Lot 13
  • 13

Giuseppe Leone (Joseph León) Righini (ca. 1820-1884)

150,000 - 200,000 USD
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  • Giuseppe Leone (Joseph León) Righini
  • A Panoramic View of the Bay of Belém do Pará, Brazil
  • signed and dated 1870 lower left
  • oil on canvas
  • 21 1/2 by 64 3/4 in.
  • 55 by 164.4 cm


Fernand Boutet, Nantes, France
Private Collection, France


This painting is unlined and seems to be still stretched on its original stretcher. It was probably never lined and the condition is a fine reflection of its history so far. The painting was probably cleaned fairly recently and certainly varnished recently. This varnish is quite bright and shiny, which draws attention to the raised cracking throughout the picture. The paint layer is not unstable, but the cracking is quite visible. A softer varnish would discourage the texture of the cracking. Lining would eliminate it completely. This picture relies greatly on the detail of its topography; for that reason, a lining should be considered. Under ultraviolet light, no retouches are apparent. There is very slight thinness in the shadowed part of the water in the foreground, and perhaps in the grey color in the sky. The work is slightly warping as it is currently in the frame. Nonetheless, the condition is very impressive. (This condition report has been provided courtesy of Simon Parkes Art Conservation, Inc.)
In response to your inquiry, we are pleased to provide you with a general report of the condition of the property described above. Since we are not professional conservators or restorers, we urge you to consult with a restorer or conservator of your choice who will be better able to provide a detailed, professional report. Prospective buyers should inspect each lot to satisfy themselves as to condition and must understand that any statement made by Sotheby's is merely a subjective qualified opinion.

Catalogue Note

In 1879, Giuseppe Leone Righini painted the skyline and activity of the port of the Bay of Belém do Pará, the largest city at the mouth of the Amazon river, at the height of the rubber boom in the late nineteenth century. It is hard to imagine now the incredible wealth the rubber boom brought to this northern part of Brazil. The rubber boom could be compared to the gold rush in the western United States, although the Amazonian phenomenon lasted many decades longer. At the time, rubber was a  precious commodity only found in the wilds of the Amazonian jungle and exported all over the world. This rubber boom brought the best architects and luxury merchants from around the globe to satisfy this new wealth. Many have heard of Manaos, the large city upriver on the Amazon, with its magnificent belle époque opera house in the middle of the jungle portrayed in Werner Herzog's movie Fitzcarraldo. Belém, situated on the Bay of Guajara at the confluence of the Pará and Guama rivers also had such wealth, as one can see by the fine buildings lining the bay. In the center of the composition, are the double white towers of the cathedral which still stands today. This incredibly detailed view of the bay shows typical Amazonian water crafts, a few steam paddle boats, a French sailing ship awaiting loading and perhaps to the right a couple of American schooners.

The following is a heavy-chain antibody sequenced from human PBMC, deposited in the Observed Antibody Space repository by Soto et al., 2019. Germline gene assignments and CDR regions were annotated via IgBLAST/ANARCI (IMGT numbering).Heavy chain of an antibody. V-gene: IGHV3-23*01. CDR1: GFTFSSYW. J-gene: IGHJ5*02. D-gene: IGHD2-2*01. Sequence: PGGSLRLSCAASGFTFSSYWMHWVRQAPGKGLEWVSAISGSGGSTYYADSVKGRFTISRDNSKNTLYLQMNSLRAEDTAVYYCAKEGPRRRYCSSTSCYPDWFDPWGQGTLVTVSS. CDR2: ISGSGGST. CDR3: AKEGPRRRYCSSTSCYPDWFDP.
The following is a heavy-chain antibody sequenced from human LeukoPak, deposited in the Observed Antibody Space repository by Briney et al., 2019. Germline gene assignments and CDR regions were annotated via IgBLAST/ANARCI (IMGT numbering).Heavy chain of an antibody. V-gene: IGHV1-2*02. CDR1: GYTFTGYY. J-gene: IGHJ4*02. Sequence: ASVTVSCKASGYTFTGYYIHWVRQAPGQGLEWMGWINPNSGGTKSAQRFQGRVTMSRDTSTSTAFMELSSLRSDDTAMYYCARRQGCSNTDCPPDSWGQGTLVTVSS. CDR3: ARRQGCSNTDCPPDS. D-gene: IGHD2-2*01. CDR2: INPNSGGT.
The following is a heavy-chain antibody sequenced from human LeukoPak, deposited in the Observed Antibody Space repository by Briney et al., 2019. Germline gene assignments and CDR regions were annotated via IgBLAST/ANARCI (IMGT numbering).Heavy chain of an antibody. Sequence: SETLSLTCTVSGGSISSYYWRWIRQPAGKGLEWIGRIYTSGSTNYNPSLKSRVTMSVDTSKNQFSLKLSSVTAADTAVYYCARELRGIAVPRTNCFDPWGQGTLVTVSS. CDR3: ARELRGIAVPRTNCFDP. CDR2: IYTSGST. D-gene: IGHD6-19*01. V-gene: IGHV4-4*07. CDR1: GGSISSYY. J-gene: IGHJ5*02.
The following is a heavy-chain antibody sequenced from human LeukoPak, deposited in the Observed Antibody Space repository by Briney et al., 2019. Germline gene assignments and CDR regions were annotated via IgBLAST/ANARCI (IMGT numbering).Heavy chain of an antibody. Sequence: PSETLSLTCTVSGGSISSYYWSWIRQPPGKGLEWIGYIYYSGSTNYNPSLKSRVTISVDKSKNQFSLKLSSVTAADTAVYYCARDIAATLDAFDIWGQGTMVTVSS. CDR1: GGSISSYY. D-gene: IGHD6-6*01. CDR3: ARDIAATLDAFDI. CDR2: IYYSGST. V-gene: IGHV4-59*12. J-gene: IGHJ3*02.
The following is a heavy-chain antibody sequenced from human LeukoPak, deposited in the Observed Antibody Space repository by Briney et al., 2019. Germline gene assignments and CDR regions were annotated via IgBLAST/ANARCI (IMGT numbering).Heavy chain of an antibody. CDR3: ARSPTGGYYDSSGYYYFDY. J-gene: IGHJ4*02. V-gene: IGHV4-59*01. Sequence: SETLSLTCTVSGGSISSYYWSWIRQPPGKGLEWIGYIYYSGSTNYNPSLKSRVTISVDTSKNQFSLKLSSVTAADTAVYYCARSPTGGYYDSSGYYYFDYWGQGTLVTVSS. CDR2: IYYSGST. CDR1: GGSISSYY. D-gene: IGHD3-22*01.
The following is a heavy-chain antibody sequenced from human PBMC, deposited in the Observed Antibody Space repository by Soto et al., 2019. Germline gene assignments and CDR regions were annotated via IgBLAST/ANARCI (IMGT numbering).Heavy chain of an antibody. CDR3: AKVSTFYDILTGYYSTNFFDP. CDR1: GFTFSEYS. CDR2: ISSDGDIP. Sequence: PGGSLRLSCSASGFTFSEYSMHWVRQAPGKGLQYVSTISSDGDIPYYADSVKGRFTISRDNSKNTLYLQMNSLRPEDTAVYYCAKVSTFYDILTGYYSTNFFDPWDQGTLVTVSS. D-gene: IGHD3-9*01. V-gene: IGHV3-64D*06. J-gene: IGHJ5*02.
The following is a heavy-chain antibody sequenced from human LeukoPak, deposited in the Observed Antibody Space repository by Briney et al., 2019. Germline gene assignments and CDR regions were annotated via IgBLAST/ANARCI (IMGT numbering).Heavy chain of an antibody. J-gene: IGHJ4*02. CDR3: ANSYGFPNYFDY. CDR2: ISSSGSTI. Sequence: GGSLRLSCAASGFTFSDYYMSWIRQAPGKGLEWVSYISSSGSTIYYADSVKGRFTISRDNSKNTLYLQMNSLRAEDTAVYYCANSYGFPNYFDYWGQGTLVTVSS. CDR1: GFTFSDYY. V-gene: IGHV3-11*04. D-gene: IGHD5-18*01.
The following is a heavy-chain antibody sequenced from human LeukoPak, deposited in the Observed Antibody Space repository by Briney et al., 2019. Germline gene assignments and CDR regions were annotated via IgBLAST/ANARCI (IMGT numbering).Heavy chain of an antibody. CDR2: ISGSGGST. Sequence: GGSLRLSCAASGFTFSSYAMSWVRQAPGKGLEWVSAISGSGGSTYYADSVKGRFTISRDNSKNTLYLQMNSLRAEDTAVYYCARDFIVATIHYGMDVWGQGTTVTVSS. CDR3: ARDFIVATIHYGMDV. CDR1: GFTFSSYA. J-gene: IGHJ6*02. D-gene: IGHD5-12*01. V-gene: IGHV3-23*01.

Although not much is known about the artist, he has left tantalizing rare topographical paintings and drawings of northern  Brazil. Born in Turin, Giuseppe Leone Righini, (also known as Joseph León), left from Genoa to Brazil in approximately 1855 as the scenery painter in the Jose Ramonde Opera Company. Righini became enamored of Brazil, settling there and producing panoramic views of the Amazon and its cities- Sao Luis do Maranhao, Salvador and Belém as well as portraying the rubber harvesters who were the basis of the area's riches. In 1867 Righini published a set of twelve engravings of Belém, which would his final resting place. His work was brought to prominence during the exhibition dedicated to the traveler painters of Brazil, "O Olhar Distante (the Distant Eye) " held in 2000 to celebrate the 500 anniversary of the discovery of Brazil.